New York Times headlines September 1 1939

Seventy-five years ago today, in the early hours of September 1, 1939, Adolf Hitler‘s Wehrmacht began its Blitzkrieg on Poland when the dreadnought battleship SMS Schleswig-Holstein fired on Westerplatte in the Free City of Danzig. The invasion of Poland had begun, inaugurating World War II.

View from SMS Schleswig-Holstein during attack on Westerplatte 1939.09.01

The Nazis had marked Danzig (modern Gdansk) for their Schwerpunkt (break-through point). Danzig fit military criteria for such an attack, according to principles published in 1937 by Nazi general Heinz Guderian in Achtung – Panzer!, thanks to Germany’s flanking of the Polish Corridor, in which it lay. It also fit Hitler’s long-time plans for Drang Nach Osten and ideological need for German Lebensraum (the Nazi version of Ostsiedlung).

Like most of his generation and leftist experience, Whittaker Chambers saw Poland as a continuation of Spain:

Guernica by Pablo Picasso

The Spanish Civil War had ended. That is to say, the opening campaign of World War II had ended. The great interventionists in Spain — Fascism (in its German and Italian forms) and Fascism (in its Soviet guise) — were free to maneuver for new positions in other fields. Spain had disclosed the pattern of the war to come. Whatever the free nations meant to fight for, whatever the millions meant to die for, in reality, World War II, like the Spanish Civil War, would be fought to decide which of the great fascist systems — the Axis or Communism — was to survive and control Europe. In the end, the superiority of the Communist system was indicated by the fact that it was able to use the free nations to carry out its purposes, as indispensable allies in war, whose vital interests could easily be defeated in peace. 1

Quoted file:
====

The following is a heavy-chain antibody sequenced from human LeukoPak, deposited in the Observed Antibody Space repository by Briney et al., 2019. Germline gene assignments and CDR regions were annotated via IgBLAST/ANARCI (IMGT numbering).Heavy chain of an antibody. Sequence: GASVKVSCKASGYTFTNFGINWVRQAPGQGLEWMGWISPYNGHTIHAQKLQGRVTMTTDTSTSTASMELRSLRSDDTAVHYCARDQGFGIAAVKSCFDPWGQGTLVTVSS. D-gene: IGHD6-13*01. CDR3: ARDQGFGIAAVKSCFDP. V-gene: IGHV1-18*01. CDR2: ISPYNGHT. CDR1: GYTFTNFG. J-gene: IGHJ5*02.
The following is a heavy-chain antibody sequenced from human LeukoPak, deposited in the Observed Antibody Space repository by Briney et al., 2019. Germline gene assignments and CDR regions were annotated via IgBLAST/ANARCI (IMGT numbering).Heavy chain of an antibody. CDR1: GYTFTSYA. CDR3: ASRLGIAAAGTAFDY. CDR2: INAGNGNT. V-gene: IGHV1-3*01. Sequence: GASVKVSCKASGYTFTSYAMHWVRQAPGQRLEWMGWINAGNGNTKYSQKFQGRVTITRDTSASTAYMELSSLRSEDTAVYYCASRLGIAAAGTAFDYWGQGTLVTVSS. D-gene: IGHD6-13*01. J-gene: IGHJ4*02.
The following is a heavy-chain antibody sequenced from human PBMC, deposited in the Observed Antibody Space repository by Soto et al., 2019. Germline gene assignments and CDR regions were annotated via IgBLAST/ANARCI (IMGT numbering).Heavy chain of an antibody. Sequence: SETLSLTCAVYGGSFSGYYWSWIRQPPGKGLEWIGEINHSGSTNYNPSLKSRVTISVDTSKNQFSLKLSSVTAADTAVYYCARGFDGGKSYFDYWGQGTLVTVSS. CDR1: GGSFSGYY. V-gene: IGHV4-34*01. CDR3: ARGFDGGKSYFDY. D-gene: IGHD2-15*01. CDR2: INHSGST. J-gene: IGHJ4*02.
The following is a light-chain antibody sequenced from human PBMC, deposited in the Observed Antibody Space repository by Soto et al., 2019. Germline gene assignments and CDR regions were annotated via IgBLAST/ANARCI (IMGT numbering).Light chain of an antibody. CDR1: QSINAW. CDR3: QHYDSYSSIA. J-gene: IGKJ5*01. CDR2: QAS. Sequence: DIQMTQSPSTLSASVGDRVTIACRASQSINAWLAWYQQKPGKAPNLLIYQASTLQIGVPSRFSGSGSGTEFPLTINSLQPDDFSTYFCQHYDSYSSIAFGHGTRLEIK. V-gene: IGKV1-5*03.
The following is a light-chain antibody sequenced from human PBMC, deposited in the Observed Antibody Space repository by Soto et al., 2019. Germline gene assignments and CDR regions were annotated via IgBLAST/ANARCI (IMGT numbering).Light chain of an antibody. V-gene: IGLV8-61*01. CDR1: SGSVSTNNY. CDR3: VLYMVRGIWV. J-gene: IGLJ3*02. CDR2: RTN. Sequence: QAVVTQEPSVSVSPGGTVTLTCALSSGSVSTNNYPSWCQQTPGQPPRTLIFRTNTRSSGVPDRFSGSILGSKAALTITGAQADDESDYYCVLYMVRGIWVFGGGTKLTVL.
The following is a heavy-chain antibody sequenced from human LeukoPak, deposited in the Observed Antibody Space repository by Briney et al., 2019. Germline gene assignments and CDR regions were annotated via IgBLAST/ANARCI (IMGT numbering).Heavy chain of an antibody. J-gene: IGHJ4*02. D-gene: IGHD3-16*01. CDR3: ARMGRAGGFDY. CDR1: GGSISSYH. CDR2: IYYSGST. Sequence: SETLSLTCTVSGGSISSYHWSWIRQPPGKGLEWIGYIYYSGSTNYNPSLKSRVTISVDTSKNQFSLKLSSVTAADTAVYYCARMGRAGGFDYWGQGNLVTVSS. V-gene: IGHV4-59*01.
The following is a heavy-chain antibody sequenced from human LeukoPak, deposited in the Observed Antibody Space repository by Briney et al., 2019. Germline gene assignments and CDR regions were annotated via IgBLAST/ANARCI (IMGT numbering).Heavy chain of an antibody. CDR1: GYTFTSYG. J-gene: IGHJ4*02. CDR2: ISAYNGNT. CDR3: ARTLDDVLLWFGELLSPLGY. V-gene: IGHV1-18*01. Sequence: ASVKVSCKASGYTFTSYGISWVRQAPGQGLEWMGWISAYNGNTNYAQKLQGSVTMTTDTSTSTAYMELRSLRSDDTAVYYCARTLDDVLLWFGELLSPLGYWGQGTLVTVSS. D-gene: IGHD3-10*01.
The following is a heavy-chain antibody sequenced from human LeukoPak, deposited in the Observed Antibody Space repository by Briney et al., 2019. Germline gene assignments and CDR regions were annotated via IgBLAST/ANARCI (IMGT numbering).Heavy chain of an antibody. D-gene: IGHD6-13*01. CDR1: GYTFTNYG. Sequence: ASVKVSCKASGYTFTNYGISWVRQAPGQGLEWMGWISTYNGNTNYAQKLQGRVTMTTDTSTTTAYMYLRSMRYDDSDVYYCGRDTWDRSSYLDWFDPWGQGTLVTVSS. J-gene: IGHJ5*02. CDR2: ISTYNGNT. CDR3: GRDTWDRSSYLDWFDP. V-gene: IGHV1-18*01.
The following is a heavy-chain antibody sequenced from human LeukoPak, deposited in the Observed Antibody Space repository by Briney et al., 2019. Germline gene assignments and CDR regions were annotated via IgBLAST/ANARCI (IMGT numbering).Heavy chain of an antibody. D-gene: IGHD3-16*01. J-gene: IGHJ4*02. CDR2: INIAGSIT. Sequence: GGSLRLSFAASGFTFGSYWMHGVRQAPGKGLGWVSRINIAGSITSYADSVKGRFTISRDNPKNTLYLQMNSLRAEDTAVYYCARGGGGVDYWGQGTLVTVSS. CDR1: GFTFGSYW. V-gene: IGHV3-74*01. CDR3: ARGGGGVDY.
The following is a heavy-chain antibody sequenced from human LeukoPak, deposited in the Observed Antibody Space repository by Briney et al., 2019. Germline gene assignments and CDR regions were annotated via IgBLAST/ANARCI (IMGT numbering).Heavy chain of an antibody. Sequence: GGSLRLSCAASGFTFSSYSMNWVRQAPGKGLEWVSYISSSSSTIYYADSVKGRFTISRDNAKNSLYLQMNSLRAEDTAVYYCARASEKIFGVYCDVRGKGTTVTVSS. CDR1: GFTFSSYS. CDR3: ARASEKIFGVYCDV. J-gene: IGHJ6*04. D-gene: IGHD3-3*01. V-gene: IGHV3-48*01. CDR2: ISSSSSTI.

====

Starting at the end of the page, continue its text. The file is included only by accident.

He had been tracking such developments for years — for example, in a 1941 TIME article, he had written:

The rise of fascism completed the intellectuals’ conversion. Frightened by the fate of Germany’s intelligentsia, delighted by the chance to strike at Naziism in Spain, intellectuals lent their names, prestige, money, often militant support to dozens of committees (many of which they now realize were phony) to fight fascism and aid loyalist Spain. 2

Adolf BerleThe accumulated experience led Chambers to take drastic action and report about Communist infiltration directly to the U.S. Government as high as he could reach: Adolf Berle. It would be the first and only time he would take such action. Thereafter, disappointed, he would await (and come to dread) federal questions, which he would answer less and less openly. The Nazi invasion of Poland of September 1, 1939, for Chambers led more or less directly to his HUAC testimony on August 3, 1948 — nine years later.

Notes:

  1. Whittaker Chambers, Witness (New York: Random House, 1952), p. 458
  2. Whittaker Chambers, “The Revolt of the Intellectuals,” TIME (January 6, 1941)
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